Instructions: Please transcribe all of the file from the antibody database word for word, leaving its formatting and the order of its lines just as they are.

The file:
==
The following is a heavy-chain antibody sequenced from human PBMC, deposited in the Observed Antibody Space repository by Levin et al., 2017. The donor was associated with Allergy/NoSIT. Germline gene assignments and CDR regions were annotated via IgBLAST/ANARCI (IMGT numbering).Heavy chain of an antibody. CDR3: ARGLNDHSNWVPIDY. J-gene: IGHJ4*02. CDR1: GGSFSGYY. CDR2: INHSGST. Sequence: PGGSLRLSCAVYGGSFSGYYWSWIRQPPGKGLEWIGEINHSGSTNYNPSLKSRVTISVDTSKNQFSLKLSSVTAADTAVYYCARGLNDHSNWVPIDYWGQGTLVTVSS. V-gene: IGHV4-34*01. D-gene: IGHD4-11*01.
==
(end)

The following is a heavy-chain antibody sequenced from human PBMC, deposited in the Observed Antibody Space repository by Levin et al., 2017. The donor was associated with Allergy/NoSIT. Germline gene assignments and CDR regions were annotated via IgBLAST/ANARCI (IMGT numbering).Heavy chain of an antibody. CDR3: ARGLNDHSNWVPIDY. J-gene: IGHJ4*02. CDR1: GGSFSGYY. CDR2: INHSGST. Sequence: PGGSLRLSCAVYGGSFSGYYWSWIRQPPGKGLEWIGEINHSGSTNYNPSLKSRVTISVDTSKNQFSLKLSSVTAADTAVYYCARGLNDHSNWVPIDYWGQGTLVTVSS. V-gene: IGHV4-34*01. D-gene: IGHD4-11*01.